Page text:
Bill Jamieson: I’m sticking with investment trusts

Investing in Japan is starting to pay off ' after 20 years of misery. Picture: Getty Images

Investing in Japan is starting to pay off ' after 20 years of misery. Picture: Getty Images

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I HAVE now ruled off my monthly regular contribution 2012-13 equity individual savings account (Isa) built up on the Alliance Trust Savings platform.

My overall investment across five investment trusts was £10,340. The portfolio is now valued at £12,062, to give an overall gain of 16.6 per cent.

While this is far from being a stellar performance, the five trusts were selected on the basis of their income appeal and I intend to retain these holdings and allow the income to accumulate.

Best performance was Aberdeen Smaller Companies High Income. A total of £2,024 invested over the year has grown to £2,738 for a gain of £714 or 35 per cent.

A strong performance was also put in by Henderson Euro Trust. Regular investment across the year has resulted in a total value of £2,475 for a gain of £451 or 22.3 per cent.

Slowcoach was Scottish American Investment Trust where £2,024 invested is now standing at £2,153 for a gain of £129 or 6.4 per cent.

Thus, even the worst-performing investment of the five selected comfortably beat the return on a cash Isa. And there is every good prospect of income from the portfolio rising over the new tax year.

For 2013-14, I intend to take out a full equity Isa totalling £11,520, again spread across five trusts in 12 monthly instalments of £160 a month in each trust, making a £960 aggregate monthly total. This year, I have opted to build the holdings through the Transact investment platform and will be advised by independent financial adviser Tom Munro.

I am sticking with investment trusts and to spread my purchases through monthly investment. The final selection has been a juggling act between the wish for portfolio diversification, both by geographic area and by sector, and a combination of long-term capital growth and income.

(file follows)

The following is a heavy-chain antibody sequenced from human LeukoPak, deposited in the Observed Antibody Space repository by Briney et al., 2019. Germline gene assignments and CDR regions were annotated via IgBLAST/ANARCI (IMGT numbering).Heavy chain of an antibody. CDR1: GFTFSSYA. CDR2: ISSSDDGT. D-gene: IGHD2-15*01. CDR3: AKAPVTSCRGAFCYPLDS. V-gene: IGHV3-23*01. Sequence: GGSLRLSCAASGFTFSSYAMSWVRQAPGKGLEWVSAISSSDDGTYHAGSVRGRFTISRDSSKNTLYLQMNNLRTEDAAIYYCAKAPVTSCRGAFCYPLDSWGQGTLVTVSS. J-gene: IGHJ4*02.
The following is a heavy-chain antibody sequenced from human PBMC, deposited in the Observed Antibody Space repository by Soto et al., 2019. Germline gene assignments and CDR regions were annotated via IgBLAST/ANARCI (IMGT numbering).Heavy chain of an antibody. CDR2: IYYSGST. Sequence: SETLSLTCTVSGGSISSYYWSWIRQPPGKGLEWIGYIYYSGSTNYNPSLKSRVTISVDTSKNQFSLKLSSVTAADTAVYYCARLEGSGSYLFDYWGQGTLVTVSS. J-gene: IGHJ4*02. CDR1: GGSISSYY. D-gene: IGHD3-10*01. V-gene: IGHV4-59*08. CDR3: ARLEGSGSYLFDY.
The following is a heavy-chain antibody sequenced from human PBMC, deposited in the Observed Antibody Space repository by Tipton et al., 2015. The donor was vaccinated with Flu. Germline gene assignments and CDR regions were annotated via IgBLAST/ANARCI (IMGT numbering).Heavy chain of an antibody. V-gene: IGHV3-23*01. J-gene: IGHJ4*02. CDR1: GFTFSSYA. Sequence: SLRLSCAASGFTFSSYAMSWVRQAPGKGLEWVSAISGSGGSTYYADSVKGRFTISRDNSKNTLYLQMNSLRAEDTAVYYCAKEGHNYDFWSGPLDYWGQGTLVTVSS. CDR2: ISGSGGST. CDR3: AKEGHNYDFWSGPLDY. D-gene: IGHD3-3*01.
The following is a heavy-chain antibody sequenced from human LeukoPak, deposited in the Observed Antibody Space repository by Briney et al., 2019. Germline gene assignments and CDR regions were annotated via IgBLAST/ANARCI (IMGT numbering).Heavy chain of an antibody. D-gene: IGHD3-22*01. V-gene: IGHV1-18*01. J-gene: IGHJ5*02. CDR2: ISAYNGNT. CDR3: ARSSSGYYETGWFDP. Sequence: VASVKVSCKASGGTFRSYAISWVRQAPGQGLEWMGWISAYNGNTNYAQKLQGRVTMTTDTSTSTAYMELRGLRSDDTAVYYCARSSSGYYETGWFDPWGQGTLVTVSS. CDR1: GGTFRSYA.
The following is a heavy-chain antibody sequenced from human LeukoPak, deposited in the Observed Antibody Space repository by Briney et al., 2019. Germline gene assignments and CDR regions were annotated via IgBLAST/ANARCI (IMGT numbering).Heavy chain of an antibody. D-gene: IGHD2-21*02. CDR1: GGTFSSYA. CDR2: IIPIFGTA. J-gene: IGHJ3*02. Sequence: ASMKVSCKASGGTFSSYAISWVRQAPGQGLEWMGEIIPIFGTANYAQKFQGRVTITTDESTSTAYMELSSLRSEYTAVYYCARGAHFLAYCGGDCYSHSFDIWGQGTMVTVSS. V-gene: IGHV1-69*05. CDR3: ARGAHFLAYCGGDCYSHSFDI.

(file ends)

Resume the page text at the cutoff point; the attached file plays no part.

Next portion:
The five trusts I have selected are: JP Morgan Global Emerging Markets Income; Aberforth Smaller Companies Investment Trust; Mercantile Investment Trust; Henderson Opportunities Trust; and BlackRock Commodities Income Investment Trust.

There is a bias towards trusts specialising in smaller companies through Aberforth Smaller Companies and Mercantile Investment Trust. JP Morgan-managed Mercantile is one of the oldest and largest investment trusts in the UK, with assets of more than £1 billion. It has an extensively diversified portfolio of around 130 medium and small UK companies.

The big gamble I am taking is with BlackRock Commodities Income. Commodity trusts and funds have had a rocky time over the past year. But a much-feared slowdown in China demand has been averted. And as the major advanced economies move further towards recovery – America and Japan notably – we should see renewed demand for commodities and to fuel expansion.

New Japanese government eyes ‘dynamite’ recovery

At LONG last, investment in Japan has started to pay off after 20 years of misery. The Tokyo stock market leapt last week on news of a dramatic move towards monetary easing by the country’s central bank. The market has been on a strong upward run since December, when a general election brought a decisive victory for the LDP and a leadership determined on reform.

Two flagship trusts run by Edinburgh-based investment house Baillie Gifford – Baillie Gifford Japan and Baillie Gifford Shin Nippon – have enjoyed a powerful performance over the past four months, with the shares up 50.5 per cent and 42 per cent respectively.

There have been good reasons for investors to give Japan a wide berth: it is a shrinking and ageing population, government debt is colossal, 237 per cent of gross domestic product and rising; deflation, which encourages households to hoard cash rather than spend; and it has a rigid and formal corporate structure, often resistant to change.

There is every indication the new administration means to dynamite its way to recovery. The immediate objective is to drive down the yen, a move that would give an enormous boost to the country’s exporters. Policy is also designed to raise inflation to 2 per cent – dizzy heights for Japan. Other measures include tax breaks for companies.

The hope is this will release the forces of what Baillie Gifford managers call the “New Japan”. James Carthew, director at Sapient Research, notes that there are many entrepreneurial companies building on a legacy of innovation and engineering expertise.

Most of these are medium- and small-cap companies and the portfolio of giant Baillie Gifford Japan is notably biased towards these. So it is not a simple story of “everything comes to him who waits”. Because of this portfolio bias, BG Japan has risen 54 per cent over the past 12 months and 96 per cent over five years.

Best performer in this category is Baillie Gifford Shin Nippon, up 56 per cent over one year and 135 per cent over five. Both trusts however are now standing at a premium to net assets – 5.7 per cent and 7.2 per cent respectively.

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